The deadline for the March’s conference is Saturday, February 12!

For those procrastinators out there, (like me!) I know what you’re thinking. You’re thinking, “Eh, I have plenty of time,” right? So you toss your brochure to the side and put it off for another day.  My advice to you?

Don’t. 

Because.

What if you get a critique with an editor or agent but you didn’t take the time to make your submission the best it can be?

Okay, it’s like this. Imagine you have a blind date at eight o’clock. It’s only five-thirty, so there’s no need to rush–you’ll get ready later. Instead, you answer some emails. Pay some bills.  Watch some TV. But then you look at the clock and realize that–holy cow–it’s seven-thirty already!  You jump in the shower but there’s no time to shave your legs even though you really need to shave your legs.

Then your date arrives.  He’s cute.  Really cute.  You hope to make a good impression, but when he brushes up against your leg, you realize with horror that he might think you’re a human cactus!

[For our gentleman readers, please substitute “legs” with “face,” and “he might think you’re a human cactus,” with “she might think you’re going fo the Don Johnson look.”]

So don’t be a cactus.  Or a Don Johnson.  Take the time to perfect your manuscript now and turn it in EARLY!  And if you’re feeling any tinges of panic, don’t worry, starting next week, I’m going to post a critique workshop  that will help get your submissions spit shined and polished.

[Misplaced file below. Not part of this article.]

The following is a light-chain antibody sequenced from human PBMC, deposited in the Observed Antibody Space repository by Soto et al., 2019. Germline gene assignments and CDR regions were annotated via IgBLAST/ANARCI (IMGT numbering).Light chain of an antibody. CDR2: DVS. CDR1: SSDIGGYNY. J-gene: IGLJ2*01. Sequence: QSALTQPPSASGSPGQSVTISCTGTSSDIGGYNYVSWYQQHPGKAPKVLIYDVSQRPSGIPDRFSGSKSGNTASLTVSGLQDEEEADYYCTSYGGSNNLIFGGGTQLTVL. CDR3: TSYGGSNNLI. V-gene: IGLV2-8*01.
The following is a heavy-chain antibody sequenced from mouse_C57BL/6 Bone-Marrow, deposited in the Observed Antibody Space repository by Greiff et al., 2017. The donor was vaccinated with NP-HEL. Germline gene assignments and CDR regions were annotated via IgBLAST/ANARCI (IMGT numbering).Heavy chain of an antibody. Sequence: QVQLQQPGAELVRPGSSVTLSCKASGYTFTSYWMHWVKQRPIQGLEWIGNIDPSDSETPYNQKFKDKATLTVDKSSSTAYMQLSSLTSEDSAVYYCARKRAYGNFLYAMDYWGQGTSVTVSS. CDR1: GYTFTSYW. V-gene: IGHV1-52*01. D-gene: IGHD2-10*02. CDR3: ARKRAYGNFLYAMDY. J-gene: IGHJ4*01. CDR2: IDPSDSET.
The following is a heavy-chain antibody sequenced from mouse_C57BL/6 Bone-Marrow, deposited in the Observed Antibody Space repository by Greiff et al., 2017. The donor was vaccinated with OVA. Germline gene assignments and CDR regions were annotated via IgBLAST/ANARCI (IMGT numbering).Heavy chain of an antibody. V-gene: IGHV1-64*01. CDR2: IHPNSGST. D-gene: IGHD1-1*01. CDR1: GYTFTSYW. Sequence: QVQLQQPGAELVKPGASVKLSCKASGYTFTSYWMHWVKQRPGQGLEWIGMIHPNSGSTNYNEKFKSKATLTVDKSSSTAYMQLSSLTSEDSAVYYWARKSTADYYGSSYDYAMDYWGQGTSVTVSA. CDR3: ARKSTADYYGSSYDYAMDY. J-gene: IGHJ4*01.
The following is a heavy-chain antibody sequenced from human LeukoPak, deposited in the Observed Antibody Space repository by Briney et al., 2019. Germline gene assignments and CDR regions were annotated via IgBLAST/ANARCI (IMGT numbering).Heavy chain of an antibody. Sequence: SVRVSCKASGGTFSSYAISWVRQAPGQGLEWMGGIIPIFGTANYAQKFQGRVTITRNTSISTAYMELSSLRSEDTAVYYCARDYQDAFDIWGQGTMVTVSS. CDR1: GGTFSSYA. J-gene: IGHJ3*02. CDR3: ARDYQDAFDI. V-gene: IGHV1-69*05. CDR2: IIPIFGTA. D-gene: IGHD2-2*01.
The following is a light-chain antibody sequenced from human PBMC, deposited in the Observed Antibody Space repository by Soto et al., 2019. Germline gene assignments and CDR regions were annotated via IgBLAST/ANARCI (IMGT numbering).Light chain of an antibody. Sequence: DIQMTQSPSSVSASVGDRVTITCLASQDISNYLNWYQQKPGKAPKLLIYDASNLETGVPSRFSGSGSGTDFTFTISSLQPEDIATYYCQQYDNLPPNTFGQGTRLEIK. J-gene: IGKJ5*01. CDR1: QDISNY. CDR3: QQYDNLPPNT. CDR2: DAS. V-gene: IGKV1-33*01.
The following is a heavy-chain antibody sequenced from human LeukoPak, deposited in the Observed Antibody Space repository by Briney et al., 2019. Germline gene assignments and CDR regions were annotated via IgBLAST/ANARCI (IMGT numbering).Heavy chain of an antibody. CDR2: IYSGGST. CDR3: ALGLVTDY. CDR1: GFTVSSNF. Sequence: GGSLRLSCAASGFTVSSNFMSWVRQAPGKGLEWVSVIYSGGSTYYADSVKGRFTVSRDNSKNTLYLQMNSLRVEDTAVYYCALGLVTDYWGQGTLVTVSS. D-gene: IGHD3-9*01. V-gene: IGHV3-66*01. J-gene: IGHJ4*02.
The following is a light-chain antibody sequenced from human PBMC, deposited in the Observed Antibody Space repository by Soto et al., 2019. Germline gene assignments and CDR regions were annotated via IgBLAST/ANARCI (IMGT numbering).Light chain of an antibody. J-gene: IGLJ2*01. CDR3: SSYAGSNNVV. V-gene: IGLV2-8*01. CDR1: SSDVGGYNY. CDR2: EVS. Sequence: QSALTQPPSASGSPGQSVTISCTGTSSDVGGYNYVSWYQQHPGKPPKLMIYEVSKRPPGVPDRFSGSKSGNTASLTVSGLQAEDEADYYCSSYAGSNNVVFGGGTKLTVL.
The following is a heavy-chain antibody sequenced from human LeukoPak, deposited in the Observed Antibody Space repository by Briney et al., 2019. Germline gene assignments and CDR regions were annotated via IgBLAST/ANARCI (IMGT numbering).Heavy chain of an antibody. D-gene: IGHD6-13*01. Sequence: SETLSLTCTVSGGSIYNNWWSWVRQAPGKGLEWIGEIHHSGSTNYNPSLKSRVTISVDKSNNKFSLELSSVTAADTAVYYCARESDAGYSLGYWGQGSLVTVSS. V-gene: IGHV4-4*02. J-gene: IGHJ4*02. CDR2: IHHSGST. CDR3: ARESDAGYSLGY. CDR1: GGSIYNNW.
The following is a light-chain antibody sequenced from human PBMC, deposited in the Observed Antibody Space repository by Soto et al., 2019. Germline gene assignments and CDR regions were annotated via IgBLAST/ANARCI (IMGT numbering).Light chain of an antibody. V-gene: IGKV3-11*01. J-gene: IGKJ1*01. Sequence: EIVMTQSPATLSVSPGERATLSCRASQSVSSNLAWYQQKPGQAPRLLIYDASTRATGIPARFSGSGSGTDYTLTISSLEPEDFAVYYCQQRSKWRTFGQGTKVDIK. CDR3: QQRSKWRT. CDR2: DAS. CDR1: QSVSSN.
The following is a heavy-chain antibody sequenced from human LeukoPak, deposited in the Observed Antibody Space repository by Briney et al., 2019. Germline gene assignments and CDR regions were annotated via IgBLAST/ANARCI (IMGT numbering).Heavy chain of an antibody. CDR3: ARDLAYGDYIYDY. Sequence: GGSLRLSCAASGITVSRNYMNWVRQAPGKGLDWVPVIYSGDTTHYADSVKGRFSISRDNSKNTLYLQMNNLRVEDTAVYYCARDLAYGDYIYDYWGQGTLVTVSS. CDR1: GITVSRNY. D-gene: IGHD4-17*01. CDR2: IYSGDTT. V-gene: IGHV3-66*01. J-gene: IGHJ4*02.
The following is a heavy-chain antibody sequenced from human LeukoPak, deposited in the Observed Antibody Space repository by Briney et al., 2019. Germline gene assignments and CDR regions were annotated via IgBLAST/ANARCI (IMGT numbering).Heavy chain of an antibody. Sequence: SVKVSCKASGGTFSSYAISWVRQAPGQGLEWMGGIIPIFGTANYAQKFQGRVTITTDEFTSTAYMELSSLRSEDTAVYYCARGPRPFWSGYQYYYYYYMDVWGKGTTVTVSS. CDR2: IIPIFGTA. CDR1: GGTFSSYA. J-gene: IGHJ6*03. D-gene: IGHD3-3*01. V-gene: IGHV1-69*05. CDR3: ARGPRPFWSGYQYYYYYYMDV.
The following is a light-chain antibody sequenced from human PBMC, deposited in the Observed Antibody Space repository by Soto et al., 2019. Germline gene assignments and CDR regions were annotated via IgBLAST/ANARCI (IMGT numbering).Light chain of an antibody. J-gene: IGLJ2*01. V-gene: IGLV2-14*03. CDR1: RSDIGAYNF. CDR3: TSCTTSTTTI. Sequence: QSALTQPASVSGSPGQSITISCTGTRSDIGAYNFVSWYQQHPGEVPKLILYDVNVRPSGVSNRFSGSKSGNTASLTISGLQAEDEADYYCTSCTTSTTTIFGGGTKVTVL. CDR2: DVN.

Until then, have a great weekend and happy writing!

“Twenty years from now you will be more disappointed by the things you didn’t do than by the ones you did. So throw off the bowlines. Sail away from the safe harbor. Catch the trade winds in your sails. Explore. Dream. Discover.”–Mark Twain

Advertisements

About Laura Bowers

Laura is a writer, runner, reader, runDisney addict, and blogger at As The Eraser Burns, Joyful Miles, and Write, Run, Rejoice. In the past, she's been a waitress, telemarketer, cook, real estate agent, and during her college days, a costumed character at holiday parades. (Memories of being terrorized as a candy cane still haunt her at night.) At the age of thirty, she pursued her dream of being a writer. Her first novel, Beauty Shop for Rent, a “Steel Magnolias for teens,” was inspired by a rusted sign by a charming old house, and now, she can honestly say that writing is a thousand times more rewarding than being a candy cane!
This entry was posted in Uncategorized. Bookmark the permalink.

4 Responses to Kudos, comics, queries, critiques, and cactuses

  1. Pam says:

    Thank you for the congrats, Laura! I am so happy about this book. I look forward to seeing everyone at the March conference (thanks for the reminder!), hearing you talk, and meeting your agent! Thanks again for the shout-out, and now I am going to go look for the Comic Toolbox. 🙂 Pam

  2. ediehemingway says:

    Can’t wait to get my hands on your new book, Pam! And, Laura, what a great post. You make very good points about the value of having a critique at the conference. I’ll look forward to your “critique workshop.”

  3. Wonderful! I loved reading your blog post and learning more about Pam’s book. The ABC event is on my calendar! Thanks for making me smile with your “cactus” story, too! Now, I must go order my copy of the recommended book!

  4. Lynea Bowdish says:

    I’ve had The Comic Toolbox for years, and, yes, it’s worth multiple reads. It reads well, gives lots of tips, and helps me with what is usually more instinct than it should be.

Leave a Reply

Fill in your details below or click an icon to log in:

WordPress.com Logo

You are commenting using your WordPress.com account. Log Out / Change )

Twitter picture

You are commenting using your Twitter account. Log Out / Change )

Facebook photo

You are commenting using your Facebook account. Log Out / Change )

Google+ photo

You are commenting using your Google+ account. Log Out / Change )

Connecting to %s